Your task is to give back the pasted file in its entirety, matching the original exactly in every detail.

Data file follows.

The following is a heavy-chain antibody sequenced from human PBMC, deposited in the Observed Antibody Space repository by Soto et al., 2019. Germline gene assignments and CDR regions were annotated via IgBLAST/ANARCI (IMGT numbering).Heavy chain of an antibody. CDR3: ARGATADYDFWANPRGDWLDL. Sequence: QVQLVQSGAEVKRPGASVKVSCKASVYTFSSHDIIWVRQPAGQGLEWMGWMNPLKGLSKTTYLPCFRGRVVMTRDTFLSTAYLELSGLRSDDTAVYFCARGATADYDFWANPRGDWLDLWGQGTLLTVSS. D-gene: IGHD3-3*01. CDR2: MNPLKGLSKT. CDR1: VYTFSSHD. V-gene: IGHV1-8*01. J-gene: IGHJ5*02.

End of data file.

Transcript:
The following is a heavy-chain antibody sequenced from human PBMC, deposited in the Observed Antibody Space repository by Soto et al., 2019. Germline gene assignments and CDR regions were annotated via IgBLAST/ANARCI (IMGT numbering).Heavy chain of an antibody. CDR3: ARGATADYDFWANPRGDWLDL. Sequence: QVQLVQSGAEVKRPGASVKVSCKASVYTFSSHDIIWVRQPAGQGLEWMGWMNPLKGLSKTTYLPCFRGRVVMTRDTFLSTAYLELSGLRSDDTAVYFCARGATADYDFWANPRGDWLDLWGQGTLLTVSS. D-gene: IGHD3-3*01. CDR2: MNPLKGLSKT. CDR1: VYTFSSHD. V-gene: IGHV1-8*01. J-gene: IGHJ5*02.